The ones found in media, the chocolate ones are for the weekend.
An Easter Egg is a surprise addition, something unexpected and usually humorous, included on a DVD, movie, music compilation or software. They usually have an “inside joke” quality to them, and some range into rather esoteric geek territory.
Online Easter Eggs
Google leads the way in producing browser-based Easter eggs with easy to get jokes. They’re your standard hollow chocolate Easter egg. Easy enough to consume, and leave you wanting more. Here are some of my favourites;
Search for ‘anagram’, ‘recursion’, ‘askew’ or ‘do a barrel roll’ and watch what happens.
If you use google maps, pay attention to what happens to the pegman, he changes in various locations or to celebrate specific occasions. He’s been a penguin, a witch, a leprechaun a rainbow, a skier and an astronaut. There are two locations I found that still have adapted pegmen.
Easter Eggs In Films and TV
Disney is famous for “cameo” appearances of one character into another movie, so Goofy turns up in the Little Mermaid, and Mickey Mouse makes a brief appearance in Frozen.
The geek TV sitcom “The Big Bang Theory” has a final shot that’s a “card” from Chuck Lorre, the series creator. These are usually on the screen for a matter of seconds meaning it takes some dedication to get to read them. Card #221 is a philosophical rambling on politics and horses.
Easter Eggs In Advertising
Ever wondered why phone numbers in (US made) movies begin with “555”? It’s a range of fictitious phone numbers so that the movie doesn’t accidentally use a working phone number. Except when it does. In 2014 Old Spice included a real phone number in their ad and gave away free super bowl tickets to the first person who called the number.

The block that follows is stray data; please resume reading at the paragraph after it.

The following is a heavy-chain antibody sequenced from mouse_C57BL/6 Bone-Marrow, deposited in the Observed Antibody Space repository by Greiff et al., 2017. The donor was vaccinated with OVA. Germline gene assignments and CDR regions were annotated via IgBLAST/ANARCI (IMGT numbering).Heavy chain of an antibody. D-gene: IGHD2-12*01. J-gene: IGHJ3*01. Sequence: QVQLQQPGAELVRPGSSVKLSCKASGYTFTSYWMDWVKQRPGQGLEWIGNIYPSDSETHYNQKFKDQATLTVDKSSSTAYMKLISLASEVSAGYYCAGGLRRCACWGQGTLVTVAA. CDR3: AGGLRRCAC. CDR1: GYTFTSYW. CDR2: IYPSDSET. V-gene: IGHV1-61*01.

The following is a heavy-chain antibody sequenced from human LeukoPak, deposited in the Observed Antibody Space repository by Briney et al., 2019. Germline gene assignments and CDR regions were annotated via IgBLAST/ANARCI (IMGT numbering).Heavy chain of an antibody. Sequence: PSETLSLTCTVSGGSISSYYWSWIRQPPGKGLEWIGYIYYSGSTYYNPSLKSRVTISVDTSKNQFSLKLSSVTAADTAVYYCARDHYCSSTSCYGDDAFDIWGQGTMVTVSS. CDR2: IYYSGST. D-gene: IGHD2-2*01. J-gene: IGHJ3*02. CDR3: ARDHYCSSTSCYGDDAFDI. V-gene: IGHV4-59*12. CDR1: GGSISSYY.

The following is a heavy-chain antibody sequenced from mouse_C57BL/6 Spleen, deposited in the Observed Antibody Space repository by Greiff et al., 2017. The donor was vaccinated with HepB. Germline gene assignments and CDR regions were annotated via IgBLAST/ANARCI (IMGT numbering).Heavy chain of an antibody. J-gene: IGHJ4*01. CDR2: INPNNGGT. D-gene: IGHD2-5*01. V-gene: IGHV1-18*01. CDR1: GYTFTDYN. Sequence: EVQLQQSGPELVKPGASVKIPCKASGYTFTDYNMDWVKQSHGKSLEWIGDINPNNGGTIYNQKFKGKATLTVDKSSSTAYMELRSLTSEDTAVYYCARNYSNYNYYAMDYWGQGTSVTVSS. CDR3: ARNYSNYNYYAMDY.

More delightfully, Innocent, the UK health drink company, included a help line phone number on their bottles. They invited you to call them even if you did not have a problem and promised to sing you a song if you did. We called and they did indeed sing.
Easter Eggs In Geekdom
I’ll stay out of the seriously geek territory, but will point out that if you open a firefox browswer and type ‘about:mozilla’ into the URL bar, you will get to read a verse from the Book of Mozilla. The verses are written in an eerily apocalyptic style, but do contain references to events that are history for Mozilla. With some historic knowledge you can decode them.
I think companies, such as Google and Disney, which create Easter eggs in their products are displaying a sense of fun – sometimes to the surprise of unsuspecting viewers. They’re also inviting us in, teasing us to become part of the inner circle. Not every company has the platform to do this, nor the company culture to support it, however when it works it’s genius branding.
Still looking for the perfect chocolate Easter egg? Michel Roux jr reviewed various flavours, and then there’s this, a Game of Thrones inspired dragon’s egg.